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Ebola a threat to national security, public health crisis, says WHO

09/18/2014 01:11 EDT | Updated 06/16/2017 00:59 EDT
The Ebola crisis in West Africa is a wide-ranging emergency that threatens to extend beyond the current regions of the outbreak, says the World Health Organization.

"This is a social crisis, a humanitarian crisis, an economic crisis, and a threat to national security well beyond the outbreak zones," WHO director general Margaret Chan told an emergency meeting of the UN Security Council on Thursday.

In some areas, such as Liberia's breadbasket region, hunger has become an even greater concern than the virus, Chan said.

The UN Security Council is meeting to decide if the Ebola outbreak is a global threat. Such a declaration could help push a co-ordinated strategy to handle the spread of the disease.

Elsewhere on Thursday, people in Sierra Leone were being told to stay inside for three days as part of a lockdown to control the Ebola outbreak, but a medical aid agency has warned the move could exacerbate the spread of the disease.

The World Health Organization said Thursday that more than 700 more Ebola cases emerged in West Africa in one week, which suggests the outbreak is accelerating. The Ebola virus has made more than 5,300 sick, mainly in Guinea, Sierra Leone and Liberia, and killed more than 2,600.

Sierra Leone’s government announced residents must stay home starting Thursday at midnight.

During the three-day measure, volunteers will go house to house to look for cases of Ebola with the aim of halting new infections and deliver information on the virus along with bars of soap.

"They will be going from house to house basically to be able to provide very clear message about Ebola and to be able to tell people what they should do within their family circle if they find that a particular member within the family is suffering from Ebola," said Steven Gaogia, co-ordinator of the emergency operation centre in Freetown.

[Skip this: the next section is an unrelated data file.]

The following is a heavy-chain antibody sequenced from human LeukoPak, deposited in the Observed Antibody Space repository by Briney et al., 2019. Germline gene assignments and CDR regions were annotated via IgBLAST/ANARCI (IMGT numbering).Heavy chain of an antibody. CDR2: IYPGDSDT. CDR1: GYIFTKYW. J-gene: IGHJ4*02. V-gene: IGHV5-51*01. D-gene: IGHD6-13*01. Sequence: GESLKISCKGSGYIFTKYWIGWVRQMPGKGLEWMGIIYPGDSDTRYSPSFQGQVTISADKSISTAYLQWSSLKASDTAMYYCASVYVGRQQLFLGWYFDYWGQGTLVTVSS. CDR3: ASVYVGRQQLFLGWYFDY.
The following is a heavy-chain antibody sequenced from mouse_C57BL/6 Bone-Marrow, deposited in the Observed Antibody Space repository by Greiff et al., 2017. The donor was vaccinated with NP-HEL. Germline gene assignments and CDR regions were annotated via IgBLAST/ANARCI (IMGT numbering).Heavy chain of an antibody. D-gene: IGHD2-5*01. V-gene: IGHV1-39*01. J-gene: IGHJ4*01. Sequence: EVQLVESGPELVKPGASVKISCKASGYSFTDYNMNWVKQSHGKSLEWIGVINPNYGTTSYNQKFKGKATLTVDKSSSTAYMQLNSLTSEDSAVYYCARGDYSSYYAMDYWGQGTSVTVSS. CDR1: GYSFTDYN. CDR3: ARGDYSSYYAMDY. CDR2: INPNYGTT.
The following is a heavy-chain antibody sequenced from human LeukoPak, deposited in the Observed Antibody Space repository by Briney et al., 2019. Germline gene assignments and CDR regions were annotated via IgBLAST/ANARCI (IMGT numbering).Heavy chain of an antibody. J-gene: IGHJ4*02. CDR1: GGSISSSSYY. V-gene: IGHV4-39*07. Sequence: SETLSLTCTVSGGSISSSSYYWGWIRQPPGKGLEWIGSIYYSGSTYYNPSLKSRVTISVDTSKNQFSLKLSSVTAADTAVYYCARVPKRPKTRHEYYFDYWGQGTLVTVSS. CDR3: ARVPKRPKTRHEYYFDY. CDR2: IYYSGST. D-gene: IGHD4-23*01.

Doctors Without Borders has warned that expertise is needed to conduct door-to-door screening and there’s a lack of Ebola treatment centres to manage potential patients who are identified.

"It has been our experience that lockdowns and quarantines do not help control Ebola as they end up driving people underground and jeopardizing the trust between people and health providers," the medical aid group said in a statement when the lockdown was proposed.

"This leads to the concealment of potential cases and ends up spreading the disease further."

Barry Andrews, chief executive of Irish aid agency Goal, also criticized the move.

"I'm not sure a public information campaign requires the draconian measure of three days locking six million people into
their homes," he said. "It puts terrible pressure on vulnerable people. People who live hand to mouth will find it difficult."

Last month in the West Point area of Liberia’s capital Monrovia, a riot erupted after the army arrived to enforce a quarantine.

Monrovia alone needs about 1,000 more beds, WHO said in noting that Liberia remains the worst affected country.

"Increases in demand for Ebola Treatment Centre (ETC) beds and referral unit places are continuing to outstrip capacity in Guinea, Liberia, and Sierra Leone," the UN health agency said in its update on Thursday.

Infected health-care workers

WHO called infections among health-care workers a "particularly alarming feature of this outbreak." So far, 318 health workers have developed Ebola virus disease and almost half have died. The workers focus on isolating and treating the sick and tracking the contacts of those who are infected to prevent further spread.

Elsewhere, Doctors Without Borders said it took two days to repatriate a female health-care worker to France from Liberia in a specially adapted U.S. aircraft. She's the aid group’s first international staff member to be infected.

"For a doctor, it's not acceptable to have people dying in front of you, to be unable to admit patients into quarantine centres because of a lack of international involvement, to ask bystanders to go back to their houses and risk them infecting those close to them, their families, their community," the group’s director for Belgium, Dr. Bertrand Degruez, told reporters in French.

"It's no longer acceptable to not have an airplane to reduce the time taken for medical evacuations."

The group’s operations director, Brice de la Vigne, said Doctors Without Borders has asked governments for a Medevac plane located in West Africa for such emergencies.

Earlier this week, U.S. President Barack Obama labelled Ebola a national security priority that demands fast action.

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